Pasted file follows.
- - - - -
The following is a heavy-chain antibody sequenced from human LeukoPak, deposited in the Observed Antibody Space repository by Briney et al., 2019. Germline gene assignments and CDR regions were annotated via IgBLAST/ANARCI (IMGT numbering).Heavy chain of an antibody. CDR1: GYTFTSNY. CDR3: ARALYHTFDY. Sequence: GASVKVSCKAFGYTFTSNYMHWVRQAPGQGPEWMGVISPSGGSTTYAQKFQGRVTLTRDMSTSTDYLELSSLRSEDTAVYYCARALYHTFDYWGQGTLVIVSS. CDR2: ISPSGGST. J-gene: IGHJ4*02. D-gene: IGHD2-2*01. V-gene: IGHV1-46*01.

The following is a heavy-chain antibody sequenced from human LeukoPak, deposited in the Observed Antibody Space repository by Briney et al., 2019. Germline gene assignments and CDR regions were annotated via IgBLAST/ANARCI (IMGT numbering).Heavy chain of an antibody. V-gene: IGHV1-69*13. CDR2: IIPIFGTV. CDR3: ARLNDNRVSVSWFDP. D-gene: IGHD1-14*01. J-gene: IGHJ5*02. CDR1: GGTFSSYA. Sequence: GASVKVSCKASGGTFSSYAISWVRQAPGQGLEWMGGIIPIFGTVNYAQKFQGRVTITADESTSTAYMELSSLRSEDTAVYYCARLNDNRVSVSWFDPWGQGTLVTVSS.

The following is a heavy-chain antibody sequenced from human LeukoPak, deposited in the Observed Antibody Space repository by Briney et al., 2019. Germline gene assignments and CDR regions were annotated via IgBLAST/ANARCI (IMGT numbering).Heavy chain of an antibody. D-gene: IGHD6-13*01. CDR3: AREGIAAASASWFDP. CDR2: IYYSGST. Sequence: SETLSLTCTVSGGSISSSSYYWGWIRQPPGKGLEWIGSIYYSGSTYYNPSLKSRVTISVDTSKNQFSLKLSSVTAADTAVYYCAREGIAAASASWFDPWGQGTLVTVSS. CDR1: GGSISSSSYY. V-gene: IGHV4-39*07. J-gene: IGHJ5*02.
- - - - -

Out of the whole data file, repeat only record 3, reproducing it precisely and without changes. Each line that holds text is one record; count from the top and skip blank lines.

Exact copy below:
The following is a heavy-chain antibody sequenced from human LeukoPak, deposited in the Observed Antibody Space repository by Briney et al., 2019. Germline gene assignments and CDR regions were annotated via IgBLAST/ANARCI (IMGT numbering).Heavy chain of an antibody. D-gene: IGHD6-13*01. CDR3: AREGIAAASASWFDP. CDR2: IYYSGST. Sequence: SETLSLTCTVSGGSISSSSYYWGWIRQPPGKGLEWIGSIYYSGSTYYNPSLKSRVTISVDTSKNQFSLKLSSVTAADTAVYYCAREGIAAASASWFDPWGQGTLVTVSS. CDR1: GGSISSSSYY. V-gene: IGHV4-39*07. J-gene: IGHJ5*02.